The Risks of Rubella in Pregnancy

German Measles in Pregnancy

Couple discusses prenatal testing with doctor
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Rubella, also known as the German Measles, is typically a childhood disease that is mild. However, in pregnancy, when the mother has rubella, there are a number of problems that may occur.

If you have rubella in the first trimester, you have about a 25% risk of having a birth defect, known as congenital rubella syndrome (CRS). These defects can include:

  • heart deformities
  • hearing loss
  • developmental delays
  • eye deformities
  • others

There is also an increased risk of miscarriage and stillbirth following a rubella infection in the mother, with the first trimester being the highest risk timeframe.

If you get rubella in the first trimester, there is an 85% chance your baby will be infected. That drops to only 50% in the second trimester, and 25% chance in the third trimester. There were fewer than ten cases of rubella a year in the United States, but some people are exposed while traveling.

Rubella Vaccines

The good news is that many women today have already been vaccinated against rubella. At your first prenatal appointment, most practitioners will check your rubella status with blood work known as a rubella titer. This will let you know if you are immune from rubella. If you are not immune, you will be offered a rubella vaccination during the immediate postpartum period via the MMR vaccine (Measles, Mumps, Rubella).

You should not get vaccinated during pregnancy.

While most women are rubella immune, about 20 of childbearing aged women are at risk for contracting rubella. In your preconception planning, you can also screen for the rubella antibodies and become immunized if you are not immune. It is recommended that you wait at least a month from being vaccinated before becoming pregnant.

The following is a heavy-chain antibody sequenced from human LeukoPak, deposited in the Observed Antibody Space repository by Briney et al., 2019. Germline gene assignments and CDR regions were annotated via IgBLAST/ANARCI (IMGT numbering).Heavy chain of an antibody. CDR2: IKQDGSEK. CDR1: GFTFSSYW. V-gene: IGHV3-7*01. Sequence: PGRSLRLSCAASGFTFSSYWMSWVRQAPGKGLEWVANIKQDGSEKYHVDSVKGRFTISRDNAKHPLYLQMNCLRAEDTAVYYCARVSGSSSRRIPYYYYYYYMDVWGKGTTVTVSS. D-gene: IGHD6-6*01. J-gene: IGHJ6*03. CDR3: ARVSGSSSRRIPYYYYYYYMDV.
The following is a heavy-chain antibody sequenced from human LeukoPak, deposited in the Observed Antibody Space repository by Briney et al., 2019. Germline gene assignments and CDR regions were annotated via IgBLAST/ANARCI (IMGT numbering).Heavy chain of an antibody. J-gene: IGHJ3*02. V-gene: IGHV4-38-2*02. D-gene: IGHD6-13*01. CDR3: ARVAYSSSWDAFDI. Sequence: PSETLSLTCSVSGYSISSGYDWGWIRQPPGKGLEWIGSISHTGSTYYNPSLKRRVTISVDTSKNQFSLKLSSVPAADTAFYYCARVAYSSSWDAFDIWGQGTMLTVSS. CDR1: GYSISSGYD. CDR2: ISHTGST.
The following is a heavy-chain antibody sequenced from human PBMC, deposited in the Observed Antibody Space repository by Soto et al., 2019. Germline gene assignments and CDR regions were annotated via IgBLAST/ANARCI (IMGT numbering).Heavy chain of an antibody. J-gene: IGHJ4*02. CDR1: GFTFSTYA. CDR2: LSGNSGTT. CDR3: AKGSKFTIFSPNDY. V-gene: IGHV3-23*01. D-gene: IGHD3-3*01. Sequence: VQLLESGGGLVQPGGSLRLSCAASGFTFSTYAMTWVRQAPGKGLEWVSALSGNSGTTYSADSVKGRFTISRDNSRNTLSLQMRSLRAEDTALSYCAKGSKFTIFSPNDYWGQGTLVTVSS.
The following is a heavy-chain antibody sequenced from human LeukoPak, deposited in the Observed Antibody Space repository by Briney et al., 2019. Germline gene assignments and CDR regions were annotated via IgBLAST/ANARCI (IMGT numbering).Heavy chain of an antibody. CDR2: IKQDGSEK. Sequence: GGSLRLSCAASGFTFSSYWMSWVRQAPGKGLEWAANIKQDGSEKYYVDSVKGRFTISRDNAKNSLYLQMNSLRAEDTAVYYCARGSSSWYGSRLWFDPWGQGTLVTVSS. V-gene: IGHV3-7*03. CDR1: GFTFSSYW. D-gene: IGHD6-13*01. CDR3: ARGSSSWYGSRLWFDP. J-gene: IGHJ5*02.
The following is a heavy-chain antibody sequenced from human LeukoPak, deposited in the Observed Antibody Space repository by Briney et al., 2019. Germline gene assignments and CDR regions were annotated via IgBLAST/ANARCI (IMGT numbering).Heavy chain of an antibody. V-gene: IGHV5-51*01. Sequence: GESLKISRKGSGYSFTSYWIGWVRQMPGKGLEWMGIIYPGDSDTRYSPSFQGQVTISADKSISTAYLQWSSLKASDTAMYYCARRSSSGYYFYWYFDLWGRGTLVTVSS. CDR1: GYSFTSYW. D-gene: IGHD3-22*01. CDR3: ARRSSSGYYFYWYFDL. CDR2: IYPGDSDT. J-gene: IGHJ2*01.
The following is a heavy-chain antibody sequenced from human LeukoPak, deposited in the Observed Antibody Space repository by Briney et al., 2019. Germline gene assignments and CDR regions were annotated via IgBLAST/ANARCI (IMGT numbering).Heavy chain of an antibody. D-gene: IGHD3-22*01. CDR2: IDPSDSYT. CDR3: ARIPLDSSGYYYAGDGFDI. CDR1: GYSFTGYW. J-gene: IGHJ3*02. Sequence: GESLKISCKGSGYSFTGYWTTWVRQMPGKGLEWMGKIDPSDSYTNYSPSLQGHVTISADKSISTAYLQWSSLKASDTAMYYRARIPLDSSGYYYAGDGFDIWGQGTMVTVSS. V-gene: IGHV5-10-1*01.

It is also possible to be immune and lose that immunity over time. This is true if you have a larger number of pregnancies, or have a great distance in time between pregnancies. So having your practitioner screen for rubella antibodies before you get pregnant is always a good idea, even if you were previously immune.

Cases of rubella are down 95% since 2000 according to the World Health Organization (WHO). This is large part to the increased use of the rubella controlling vaccine around the world. It is now in 72% of the countries monitored by the WHO.

Symptoms of Rubella in Pregnancy

Rubella most commonly presents as a rash. It may also have flu like symptoms or no symptoms. Your best protection is to avoid infection. Good handwashing technique is a must. If you work with children or have older children and they contract rubella, you are at greater risk of contracting rubella. The most dangerous time to contract rubella is during the first trimester when the risk of miscarriage is much higher.

If you think that you have rubella, you should contact your practitioner for more advice.


Bouthry E, Picone O, Hamdi G, Grangeot-Keros L, Ayoubi JM, Vauloup-Fellous C. Rubella and pregnancy: diagnosis, management and outcomes. Prenat Diagn. 2014 Dec;34(13):1246-53. doi: 10.1002/pd.4467. Epub 2014 Sep 16. Review.

Grant GB, Reef SE, Dabbagh A, Gacic-Dobo M, Strebel PM. MMWR Morb Mortal Wkly Rep. 2015 Sep 25;64(37):1052-5. doi: 10.15585/mmwr.mm6437a5. Global Progress Toward Rubella and Congenital Rubella Syndrome Control and Elimination - 2000-2014.

Rubella and Pregnancy. March of Dimes. March 2012. Last Accessed February 24, 2016.

Schwartzenburg CJ, Gilmandyar D, Thornburg LL, Hackney DN. Pregnancy outcomes of women with failure to retain rubella immunity. J Matern Fetal Neonatal Med. 2014 Dec;27(18):1845-8. doi: 10.3109/14767058.2014.905768. Epub 2014 Apr 9.

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